Re:Create Recap March 12, 2020

Online Copyright Infringement Declining With Help Of America’s Balanced Copyright Policies. Despite misleading claims by the entertainment industry, data shows that copyright infringement is on the decline worldwide thanks to America’s notice and takedown system and increased access to legitimate content. Furthermore, a recent analysis indicates that over 99% of the problem comes from countries other than the U.S. Check out Re:Create’s fact sheet for more on the effectiveness of America’s balanced copyright framework.

Content Filtering Hurts Startups. Engine’s Evan Engstrom published an op-ed for Inside Sources examining the EU member countries’ struggles with implementing content filtering that is “incapable of doing what European policymakers expect of it.” Content filtering will “drastically raise the cost of operating an online platform startup…leading to a chill in new startup growth.”

Bogus Copyright Claims Block Free Speech On Super Tuesday. On Super Tuesday, automated copyright infringement claims blocked the campaign speeches of three of the candidates. Techdirt captured how CBS, which was streaming the same pool report as all other outlets, sent automated notices to places also streaming footage of the speeches, including candidates streaming their own rallies and other news organizations. The campaign speech obstruction shows the reality of flawed copyright policies, like the EU’s copyright directive.

Law Presentation About Copyright Law Faulted For Copyright Violation. A presentation at an NYU School of Law IP conference was ironically the target of a copyright takedown notice. According to The Verge, the presentation about music copyright policy featured brief clips of famous songs to guide the discussion. It was later posted to the school’s YouTube channel which made it the target of several Content ID violation notices. After a failed fair use claim and NYU risking losing its entire YouTube channel, the situation was eventually resolved with some conversations with YouTube. The Verge uses the incident as a warning about policy proposals that would make sites adopt even harsher policies or risk legal liability.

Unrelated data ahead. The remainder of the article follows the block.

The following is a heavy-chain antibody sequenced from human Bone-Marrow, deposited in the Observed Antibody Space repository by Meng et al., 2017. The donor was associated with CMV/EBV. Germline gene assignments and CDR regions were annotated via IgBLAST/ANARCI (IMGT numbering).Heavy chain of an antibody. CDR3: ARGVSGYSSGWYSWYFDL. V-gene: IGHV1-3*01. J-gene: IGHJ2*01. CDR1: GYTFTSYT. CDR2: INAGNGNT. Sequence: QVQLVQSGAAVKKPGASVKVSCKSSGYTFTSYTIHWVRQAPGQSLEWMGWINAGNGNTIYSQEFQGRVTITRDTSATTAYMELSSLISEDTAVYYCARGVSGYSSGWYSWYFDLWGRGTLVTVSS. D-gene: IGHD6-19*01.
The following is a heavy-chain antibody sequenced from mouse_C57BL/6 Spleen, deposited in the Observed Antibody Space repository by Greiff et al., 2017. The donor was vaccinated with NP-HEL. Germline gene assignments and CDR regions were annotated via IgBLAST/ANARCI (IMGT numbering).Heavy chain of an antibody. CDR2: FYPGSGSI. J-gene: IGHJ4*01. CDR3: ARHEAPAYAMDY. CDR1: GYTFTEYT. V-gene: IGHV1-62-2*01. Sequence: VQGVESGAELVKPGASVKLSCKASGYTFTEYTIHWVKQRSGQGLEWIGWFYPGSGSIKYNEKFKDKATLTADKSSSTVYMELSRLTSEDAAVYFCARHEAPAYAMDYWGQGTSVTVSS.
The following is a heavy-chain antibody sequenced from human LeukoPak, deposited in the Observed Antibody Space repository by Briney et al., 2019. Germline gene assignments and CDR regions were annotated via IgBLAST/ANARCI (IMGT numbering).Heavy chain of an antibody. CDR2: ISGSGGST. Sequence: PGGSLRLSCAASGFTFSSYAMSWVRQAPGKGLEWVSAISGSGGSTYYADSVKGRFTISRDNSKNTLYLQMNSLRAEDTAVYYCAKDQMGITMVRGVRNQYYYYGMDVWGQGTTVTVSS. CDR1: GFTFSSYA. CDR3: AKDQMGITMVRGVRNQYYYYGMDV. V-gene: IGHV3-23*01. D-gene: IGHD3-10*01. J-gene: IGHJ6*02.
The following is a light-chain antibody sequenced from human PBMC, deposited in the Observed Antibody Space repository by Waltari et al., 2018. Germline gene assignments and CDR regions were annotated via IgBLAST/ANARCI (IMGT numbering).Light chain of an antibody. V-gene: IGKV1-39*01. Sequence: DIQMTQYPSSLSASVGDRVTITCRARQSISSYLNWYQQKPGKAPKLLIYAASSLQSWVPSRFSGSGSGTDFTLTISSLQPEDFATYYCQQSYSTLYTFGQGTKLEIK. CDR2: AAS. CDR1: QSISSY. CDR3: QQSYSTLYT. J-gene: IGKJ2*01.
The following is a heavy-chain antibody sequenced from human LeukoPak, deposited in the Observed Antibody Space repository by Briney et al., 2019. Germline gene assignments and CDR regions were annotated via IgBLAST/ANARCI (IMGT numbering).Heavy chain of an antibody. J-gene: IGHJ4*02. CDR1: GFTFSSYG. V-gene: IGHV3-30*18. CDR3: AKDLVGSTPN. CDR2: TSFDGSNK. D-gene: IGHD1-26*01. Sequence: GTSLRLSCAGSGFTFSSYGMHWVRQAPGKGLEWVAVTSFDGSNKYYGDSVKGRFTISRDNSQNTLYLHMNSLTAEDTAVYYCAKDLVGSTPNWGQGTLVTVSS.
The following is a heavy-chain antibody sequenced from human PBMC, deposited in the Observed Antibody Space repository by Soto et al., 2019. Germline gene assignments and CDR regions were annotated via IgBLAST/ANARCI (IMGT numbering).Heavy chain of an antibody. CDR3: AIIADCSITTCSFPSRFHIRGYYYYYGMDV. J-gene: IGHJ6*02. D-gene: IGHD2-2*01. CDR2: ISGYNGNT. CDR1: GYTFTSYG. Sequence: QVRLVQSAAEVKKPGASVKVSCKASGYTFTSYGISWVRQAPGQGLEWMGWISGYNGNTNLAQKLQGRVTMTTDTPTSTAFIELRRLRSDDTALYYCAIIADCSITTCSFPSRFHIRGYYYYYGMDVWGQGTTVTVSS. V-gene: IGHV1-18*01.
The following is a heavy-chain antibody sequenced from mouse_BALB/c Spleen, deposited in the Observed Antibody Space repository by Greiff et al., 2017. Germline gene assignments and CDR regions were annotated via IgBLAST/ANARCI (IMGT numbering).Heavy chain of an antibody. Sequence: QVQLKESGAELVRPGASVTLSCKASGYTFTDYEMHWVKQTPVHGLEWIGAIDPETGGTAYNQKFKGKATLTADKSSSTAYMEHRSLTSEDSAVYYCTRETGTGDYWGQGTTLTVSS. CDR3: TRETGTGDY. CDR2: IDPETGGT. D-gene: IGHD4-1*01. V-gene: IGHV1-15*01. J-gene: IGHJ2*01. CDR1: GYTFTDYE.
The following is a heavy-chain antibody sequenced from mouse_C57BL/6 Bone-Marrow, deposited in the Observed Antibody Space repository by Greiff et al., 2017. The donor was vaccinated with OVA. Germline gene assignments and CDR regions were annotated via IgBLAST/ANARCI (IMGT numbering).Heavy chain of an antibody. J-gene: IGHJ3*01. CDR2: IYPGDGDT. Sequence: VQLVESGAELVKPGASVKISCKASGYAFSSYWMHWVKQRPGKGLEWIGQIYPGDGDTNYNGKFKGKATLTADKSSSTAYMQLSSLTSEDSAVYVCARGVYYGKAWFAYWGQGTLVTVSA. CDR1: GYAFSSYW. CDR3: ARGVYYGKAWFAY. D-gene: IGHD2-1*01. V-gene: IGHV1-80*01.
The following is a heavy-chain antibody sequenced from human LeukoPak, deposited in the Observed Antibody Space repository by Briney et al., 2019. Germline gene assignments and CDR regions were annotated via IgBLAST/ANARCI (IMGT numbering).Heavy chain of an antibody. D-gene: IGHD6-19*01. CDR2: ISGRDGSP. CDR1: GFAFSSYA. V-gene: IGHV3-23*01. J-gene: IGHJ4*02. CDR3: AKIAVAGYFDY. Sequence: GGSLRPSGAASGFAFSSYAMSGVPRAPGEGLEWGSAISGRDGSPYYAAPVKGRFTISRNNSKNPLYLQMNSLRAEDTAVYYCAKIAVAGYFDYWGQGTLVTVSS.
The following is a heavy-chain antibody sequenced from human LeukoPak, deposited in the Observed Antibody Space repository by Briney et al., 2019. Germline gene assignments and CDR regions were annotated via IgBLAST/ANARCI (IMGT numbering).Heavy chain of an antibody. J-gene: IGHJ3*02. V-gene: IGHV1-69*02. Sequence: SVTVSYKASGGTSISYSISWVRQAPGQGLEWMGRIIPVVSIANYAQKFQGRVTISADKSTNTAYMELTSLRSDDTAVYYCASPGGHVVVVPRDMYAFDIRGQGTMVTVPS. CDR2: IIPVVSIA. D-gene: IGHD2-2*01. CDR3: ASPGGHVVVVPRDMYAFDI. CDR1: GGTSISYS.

Tech “Tower of Babel”: Understanding the Oracle Google Copyright Lawsuit. “Should a Yoga guru be able to copyright a functional sequence of Yoga poses…Should J.K. Rowling be able to prevent others from writing books that involve magical beings…?” Brigham Young University professor Clark Asay asked these questions in an op-ed breaking down the complicated software APIs at the heart of the Google v. Oracle copyright lawsuit. “Functionality masquerading as creativity is not the type of creativity copyright is meant to protect. Or at least it shouldn’t be, because if we force subsequent innovators such as Google to deviate from common standards in pursuit of arbitrary distinctions, then copyright has certainly lost its way in promoting creativity that matters,” he wrote.